Many are aware of some of the programs available to school-aged children with disabilities. School districts are held to a strict standard to provide a free appropriate education to each student with a disability, ensuring that he or she receives an education that is tailored to meet his or her individual needs. However, for children in preschool who present disabilities, many are unaware of the standard that school districts and preschool programs are held to.
School boards must adopt a written policy that establishes administrative practices and procedures to ensure that each child in preschool with a disability can participate in preschool programs that are approved by the commissioner of education (8 NYCRR § 200.2(b)(2)). For instance, school districts must identify, evaluate, refer, place and review the placement of preschool aged children (ages three and four) with disabilities. This requirement extends to children enrolled in Head Start programs (20 USC § 1400 et seq.; Educ. Law § 4410; 8 NYCRR §§ 200.2(a)(1), 200.16).
In addition, every school board is required to appoint and train qualified personnel to a committee on preschool special education (CPSE). This committee is deemed responsible for making recommendations on the identification, evaluation, and appropriate services for children with special needs (2o USC § 1413(a)(3); Educ. Law § 4410(3); 8 NYCRR §§ 200.2(b)(3), 200.3(a)(2), 200.16(b)). This committee is also responsible for ensuring the proper allocation of appropriate space within the district for special education programs that properly meet the needs of preschool students with disabilities (8 NYCRR § 200.2(c)(2)(v)).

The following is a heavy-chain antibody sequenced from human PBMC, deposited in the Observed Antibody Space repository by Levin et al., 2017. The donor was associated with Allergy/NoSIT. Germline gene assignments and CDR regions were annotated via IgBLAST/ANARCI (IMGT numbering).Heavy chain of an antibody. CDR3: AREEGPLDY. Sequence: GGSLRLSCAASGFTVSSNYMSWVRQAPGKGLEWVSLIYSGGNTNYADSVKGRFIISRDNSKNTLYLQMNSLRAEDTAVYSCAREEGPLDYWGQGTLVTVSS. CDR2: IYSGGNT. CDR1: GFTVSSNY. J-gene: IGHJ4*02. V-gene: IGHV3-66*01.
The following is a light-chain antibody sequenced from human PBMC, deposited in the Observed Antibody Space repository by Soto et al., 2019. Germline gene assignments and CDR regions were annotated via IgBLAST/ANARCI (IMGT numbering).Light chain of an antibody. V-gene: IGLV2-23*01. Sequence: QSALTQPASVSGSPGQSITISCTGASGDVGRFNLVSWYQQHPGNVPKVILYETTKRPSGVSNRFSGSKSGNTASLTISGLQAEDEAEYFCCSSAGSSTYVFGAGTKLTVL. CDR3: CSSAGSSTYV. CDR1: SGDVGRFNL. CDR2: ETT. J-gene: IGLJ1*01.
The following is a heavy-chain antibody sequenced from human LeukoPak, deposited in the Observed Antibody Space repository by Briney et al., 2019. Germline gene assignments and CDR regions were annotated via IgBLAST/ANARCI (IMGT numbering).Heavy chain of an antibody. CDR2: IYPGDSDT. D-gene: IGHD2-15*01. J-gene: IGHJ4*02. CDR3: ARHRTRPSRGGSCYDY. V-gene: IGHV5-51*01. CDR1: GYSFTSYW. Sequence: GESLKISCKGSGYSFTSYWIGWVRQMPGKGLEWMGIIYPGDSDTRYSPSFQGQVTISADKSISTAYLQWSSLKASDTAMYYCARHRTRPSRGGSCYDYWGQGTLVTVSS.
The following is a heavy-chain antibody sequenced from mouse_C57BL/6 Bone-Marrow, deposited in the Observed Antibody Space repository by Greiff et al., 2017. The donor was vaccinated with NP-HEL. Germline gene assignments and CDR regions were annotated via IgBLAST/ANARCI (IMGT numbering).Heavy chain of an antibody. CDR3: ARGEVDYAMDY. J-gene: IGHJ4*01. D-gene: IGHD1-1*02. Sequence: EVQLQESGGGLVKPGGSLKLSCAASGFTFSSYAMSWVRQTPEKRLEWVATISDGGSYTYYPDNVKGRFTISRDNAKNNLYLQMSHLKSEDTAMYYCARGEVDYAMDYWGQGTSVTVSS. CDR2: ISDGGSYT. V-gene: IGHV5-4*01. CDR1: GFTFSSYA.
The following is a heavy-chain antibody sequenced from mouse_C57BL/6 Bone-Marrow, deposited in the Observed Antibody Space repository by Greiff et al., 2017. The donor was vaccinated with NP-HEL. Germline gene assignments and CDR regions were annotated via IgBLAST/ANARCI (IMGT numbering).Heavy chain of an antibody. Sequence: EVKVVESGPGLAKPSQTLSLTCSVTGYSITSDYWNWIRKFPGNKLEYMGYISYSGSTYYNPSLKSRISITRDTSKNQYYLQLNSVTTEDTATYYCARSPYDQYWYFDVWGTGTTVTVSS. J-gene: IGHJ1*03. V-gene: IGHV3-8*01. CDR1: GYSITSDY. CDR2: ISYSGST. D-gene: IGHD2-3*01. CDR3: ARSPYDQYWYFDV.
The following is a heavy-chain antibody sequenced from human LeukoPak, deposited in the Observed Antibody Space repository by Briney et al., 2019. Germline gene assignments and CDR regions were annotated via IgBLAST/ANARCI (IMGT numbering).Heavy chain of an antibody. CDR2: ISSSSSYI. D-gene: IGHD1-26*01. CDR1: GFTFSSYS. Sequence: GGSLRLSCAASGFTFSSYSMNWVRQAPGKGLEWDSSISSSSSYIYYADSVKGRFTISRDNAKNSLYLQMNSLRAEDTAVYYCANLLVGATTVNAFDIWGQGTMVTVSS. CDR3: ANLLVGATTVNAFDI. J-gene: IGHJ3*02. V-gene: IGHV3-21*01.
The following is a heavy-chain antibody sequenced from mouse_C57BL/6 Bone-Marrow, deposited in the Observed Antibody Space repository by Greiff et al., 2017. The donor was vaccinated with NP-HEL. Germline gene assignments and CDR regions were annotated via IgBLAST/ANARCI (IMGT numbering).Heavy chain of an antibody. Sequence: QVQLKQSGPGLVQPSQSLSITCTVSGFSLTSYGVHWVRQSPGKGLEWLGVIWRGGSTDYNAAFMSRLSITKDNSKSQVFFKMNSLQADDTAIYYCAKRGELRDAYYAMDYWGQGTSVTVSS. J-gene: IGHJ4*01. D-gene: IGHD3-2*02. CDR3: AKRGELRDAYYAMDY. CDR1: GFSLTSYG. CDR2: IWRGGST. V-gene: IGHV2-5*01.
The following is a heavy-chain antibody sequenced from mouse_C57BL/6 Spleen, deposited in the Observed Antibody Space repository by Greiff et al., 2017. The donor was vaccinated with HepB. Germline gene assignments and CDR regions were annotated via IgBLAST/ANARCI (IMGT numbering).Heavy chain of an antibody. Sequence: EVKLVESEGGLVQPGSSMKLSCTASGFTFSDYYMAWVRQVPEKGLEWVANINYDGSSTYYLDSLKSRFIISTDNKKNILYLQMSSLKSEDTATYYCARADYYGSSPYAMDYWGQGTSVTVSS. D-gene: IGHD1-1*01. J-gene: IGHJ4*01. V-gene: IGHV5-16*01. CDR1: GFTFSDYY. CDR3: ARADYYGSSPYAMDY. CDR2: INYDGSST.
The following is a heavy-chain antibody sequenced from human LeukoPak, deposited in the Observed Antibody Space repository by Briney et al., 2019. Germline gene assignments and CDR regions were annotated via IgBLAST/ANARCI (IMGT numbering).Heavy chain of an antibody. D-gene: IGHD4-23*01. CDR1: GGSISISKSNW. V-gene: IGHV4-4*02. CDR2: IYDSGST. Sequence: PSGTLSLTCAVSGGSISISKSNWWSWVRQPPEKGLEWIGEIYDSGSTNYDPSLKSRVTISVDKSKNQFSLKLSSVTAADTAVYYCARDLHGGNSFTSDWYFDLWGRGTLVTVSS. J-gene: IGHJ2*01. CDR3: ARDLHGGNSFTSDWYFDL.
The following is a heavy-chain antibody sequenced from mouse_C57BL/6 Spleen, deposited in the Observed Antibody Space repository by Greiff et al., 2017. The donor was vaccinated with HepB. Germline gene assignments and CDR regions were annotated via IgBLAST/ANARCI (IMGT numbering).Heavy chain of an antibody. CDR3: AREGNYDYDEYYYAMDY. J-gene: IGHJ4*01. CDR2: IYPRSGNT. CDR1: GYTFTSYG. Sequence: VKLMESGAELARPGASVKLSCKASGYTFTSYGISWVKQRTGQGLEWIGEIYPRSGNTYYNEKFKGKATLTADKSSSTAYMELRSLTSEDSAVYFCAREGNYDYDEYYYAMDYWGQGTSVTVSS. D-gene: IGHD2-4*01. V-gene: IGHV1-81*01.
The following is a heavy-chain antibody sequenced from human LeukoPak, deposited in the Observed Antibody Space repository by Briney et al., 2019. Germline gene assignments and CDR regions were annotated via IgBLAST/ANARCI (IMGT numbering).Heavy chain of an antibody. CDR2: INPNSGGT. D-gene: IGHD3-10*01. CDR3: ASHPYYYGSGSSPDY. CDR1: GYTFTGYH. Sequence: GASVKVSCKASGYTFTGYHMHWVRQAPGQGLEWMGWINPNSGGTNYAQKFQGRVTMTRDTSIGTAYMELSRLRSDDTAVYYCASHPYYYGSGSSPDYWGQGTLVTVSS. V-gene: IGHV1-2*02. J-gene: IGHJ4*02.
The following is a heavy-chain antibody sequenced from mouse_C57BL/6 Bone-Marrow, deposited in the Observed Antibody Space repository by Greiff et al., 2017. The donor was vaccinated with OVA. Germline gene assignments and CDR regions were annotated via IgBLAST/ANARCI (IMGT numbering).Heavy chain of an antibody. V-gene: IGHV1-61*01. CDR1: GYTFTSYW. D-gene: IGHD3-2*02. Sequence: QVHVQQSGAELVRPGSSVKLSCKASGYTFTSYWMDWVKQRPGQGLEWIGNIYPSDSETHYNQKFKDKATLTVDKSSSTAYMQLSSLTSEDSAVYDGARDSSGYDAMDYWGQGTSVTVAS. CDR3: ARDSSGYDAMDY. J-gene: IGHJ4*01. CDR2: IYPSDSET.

Examples of some of the services that preschool children are entitled to are special education itinerant services, special classes in both half, and full-day preschool programs, and related services that are also available to school-age children with disabilities (Educ. Law § 4410(1)(j), (k); 8 NYCRR §§ 200.1(nn), 200.16(e)(3), (i)). Before recommending any program, the committee on preschool education is advised to consider the appropriateness of providing related, or special education itinerant services by itself, related services in coordination with special education itinerant services, and a half-day or full-day program. Special education services are required to be provided with the same least restrictive environment requirements that districts are held to when educating school-age children (Educ. Law § 4410(5)(b)(i); 8 NYCRR § 200.16(e)(3),(i).
Understanding the Difference between the CSE and CPSE
As their names suggest, the Committee on Special Education (CSE) generally addresses the needs of school-age children with disabilities, while the Committee on Preschool Special Education focuses on the needs of preschool children with disabilities. However, parental rights and district responsibilities governing the CSE also apply to the CPSE. In addition, the CSE and the CPSE consist of different members than the CSE.
The CPSE must include the following members:
1. Is qualified to provide or supervise special education
2. Is knowledgeable about the general curriculum
3. Is knowledgeable about the availability of preschool special education programs and services and other resources of the district and the municipality. In addition, this person is to serve as the chairperson of the committee
Though preschool age children are not receiving the same structure of education that school-age children are, school districts are still required to provide specialized and individualized services to preschool children with disabilities. The law goes so far to require districts to appoint committees for their preschool children with disabilities. These committees are deemed in charge of handling the individual needs of each child, with each committee member having a role in the decision, review, and placement process. To review the specific responsibilities for each CSE and CPSE, see Education sections 4402 and 4410; as well as part 200 of the commissioner’s regulations.
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